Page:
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Debating dual citizenship

来源: 作者: 2014-10-17 09:36:02

    Liu Guofu, a law professor with Beijing Institute of Technology, said the Nationality Law of a country should be designed to improve the competitiveness of the country. China's current Nationality Law sets limits on population mobility, which may diminish China's attractiveness.

  "The law is too severe that it expels overseas Chinese from being Chinese. This practice is rarely found in other countries," said Wang Huiyao, founding Director of the Center for China and Globalization and Vice Chairman of the China Western Returned Scholars Association.

  According to him, China has sent out about 2 million students studying abroad since 1978, but only less than one third have chosen to return home after completing their studies.

  In 2010, China became the largest international student exporter to the United States, with 140,000 Chinese students leaving for the United States to study that year.

  Compared with the huge number of talents exported, the amount of backflow was limited. At the end of 2012, only 246,000 foreigners having work visas or permits lived in China. The international population only accounted for 0.5 percent in China's first-tier cities, such as Beijing, Shanghai and Guangzhou, which was much lower than that in New York City, London, and Paris, where the number reached 20-30 percent, according to the Times Weekly.

  "I applied for US citizenship as I would not be allowed to enter high-end laboratories in the United States without it," said Huang Ying, a post doctoral student. "But once I lost Chinese citizenship, it became more complicated to go home. It's ridiculous to spend so much time and money just to apply for a visa."

  Huang's remarks are also commonly expressed by many immigrant talents who left to learn high-end technology and science, but when they hoped to return home, the way was not smooth.

  In order to attract foreign capital and talents and pull back Chinese entrepreneurs of foreign nationality, the MPS and the Ministry of Foreign Affairs implemented a series of regulations in 2004, stating that any foreign nationals, including Chinese of foreign citizenship, can get a Chinese "green card" to obtain permanent residence, as long as they meet the qualifications.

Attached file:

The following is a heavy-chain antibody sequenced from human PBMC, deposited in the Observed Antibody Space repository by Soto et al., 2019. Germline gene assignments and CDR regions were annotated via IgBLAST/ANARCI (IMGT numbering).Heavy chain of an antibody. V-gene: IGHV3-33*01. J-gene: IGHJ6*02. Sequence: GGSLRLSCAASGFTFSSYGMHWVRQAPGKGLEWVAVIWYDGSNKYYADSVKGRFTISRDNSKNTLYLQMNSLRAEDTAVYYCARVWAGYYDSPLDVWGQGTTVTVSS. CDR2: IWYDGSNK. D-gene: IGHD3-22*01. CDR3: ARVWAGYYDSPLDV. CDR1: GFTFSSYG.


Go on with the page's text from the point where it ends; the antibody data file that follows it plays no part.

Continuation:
However, the threshold is so high as to stultify the regulations. Take immigration through direct investment as an example, an applicant has to pour either $500,000 into west China, the least developed region of the country, or $1 million into central China, or a total of $2 million anywhere in China. Many Chinese expats who wish to return and start enterprises flinch at the large sum.

  "We have now entered the era of talent flows. China's continuous development will to a large extent depend on a huge talent pool. This requires China to formulate more practical attractive polices, such as the tolerance of dual nationality," Wang said.

  According to him, about 90 countries and regions worldwide recognize dual or multiple citizenships. Among them many are emerging countries such as South Korea, Viet Nam, India, the Philippines, Brazil and Mexico.

  "If the Chinese Government does not allow dual nationality, overseas citizenship and overseas Chinese identification cards should be considered," Wang said.

  Given China's current situation, it may not be suitable to allow dual nationality. But an overseas citizenship and overseas identification card that was recently promoted by India may be a possible solution to the complicated visa issue procedures.

  "An overseas citizenship card could be used for Chinese living overseas so they can freely travel to and from China," Wang said.

  According to him, the overseas identification card could be used for second- or third-generation Chinese who are living overseas. With this card, they would not have to apply for a Chinese visa for 15 years.

  In addition to an overseas identification card, Chinese who are overseas would enjoy equal treatment in their host country with the exception to the right to vote and be elected to political office.

  "These solutions would allow China to attract talent without spending a great deal of money. This innovative policy could possibly draw talent back to China," Wang said.


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